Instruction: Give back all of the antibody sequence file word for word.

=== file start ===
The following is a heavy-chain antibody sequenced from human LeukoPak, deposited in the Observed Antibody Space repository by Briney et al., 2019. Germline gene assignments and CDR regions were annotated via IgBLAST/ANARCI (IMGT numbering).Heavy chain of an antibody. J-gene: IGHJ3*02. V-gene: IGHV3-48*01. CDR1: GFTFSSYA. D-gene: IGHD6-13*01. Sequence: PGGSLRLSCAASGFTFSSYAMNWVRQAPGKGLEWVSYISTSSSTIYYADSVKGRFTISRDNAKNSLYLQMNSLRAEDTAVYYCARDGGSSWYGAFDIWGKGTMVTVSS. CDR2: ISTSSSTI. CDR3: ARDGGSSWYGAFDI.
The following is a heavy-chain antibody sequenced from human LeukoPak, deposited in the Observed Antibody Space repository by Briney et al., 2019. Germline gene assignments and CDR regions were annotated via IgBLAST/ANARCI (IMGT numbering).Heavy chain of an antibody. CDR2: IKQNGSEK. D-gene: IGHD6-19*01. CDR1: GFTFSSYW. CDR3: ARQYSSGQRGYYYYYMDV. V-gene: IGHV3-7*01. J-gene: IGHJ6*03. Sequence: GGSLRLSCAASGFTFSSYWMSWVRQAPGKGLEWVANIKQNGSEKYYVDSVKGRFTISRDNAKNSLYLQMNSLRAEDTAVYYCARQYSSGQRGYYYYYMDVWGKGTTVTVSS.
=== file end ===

The following is a heavy-chain antibody sequenced from human LeukoPak, deposited in the Observed Antibody Space repository by Briney et al., 2019. Germline gene assignments and CDR regions were annotated via IgBLAST/ANARCI (IMGT numbering).Heavy chain of an antibody. J-gene: IGHJ3*02. V-gene: IGHV3-48*01. CDR1: GFTFSSYA. D-gene: IGHD6-13*01. Sequence: PGGSLRLSCAASGFTFSSYAMNWVRQAPGKGLEWVSYISTSSSTIYYADSVKGRFTISRDNAKNSLYLQMNSLRAEDTAVYYCARDGGSSWYGAFDIWGKGTMVTVSS. CDR2: ISTSSSTI. CDR3: ARDGGSSWYGAFDI.
The following is a heavy-chain antibody sequenced from human LeukoPak, deposited in the Observed Antibody Space repository by Briney et al., 2019. Germline gene assignments and CDR regions were annotated via IgBLAST/ANARCI (IMGT numbering).Heavy chain of an antibody. CDR2: IKQNGSEK. D-gene: IGHD6-19*01. CDR1: GFTFSSYW. CDR3: ARQYSSGQRGYYYYYMDV. V-gene: IGHV3-7*01. J-gene: IGHJ6*03. Sequence: GGSLRLSCAASGFTFSSYWMSWVRQAPGKGLEWVANIKQNGSEKYYVDSVKGRFTISRDNAKNSLYLQMNSLRAEDTAVYYCARQYSSGQRGYYYYYMDVWGKGTTVTVSS.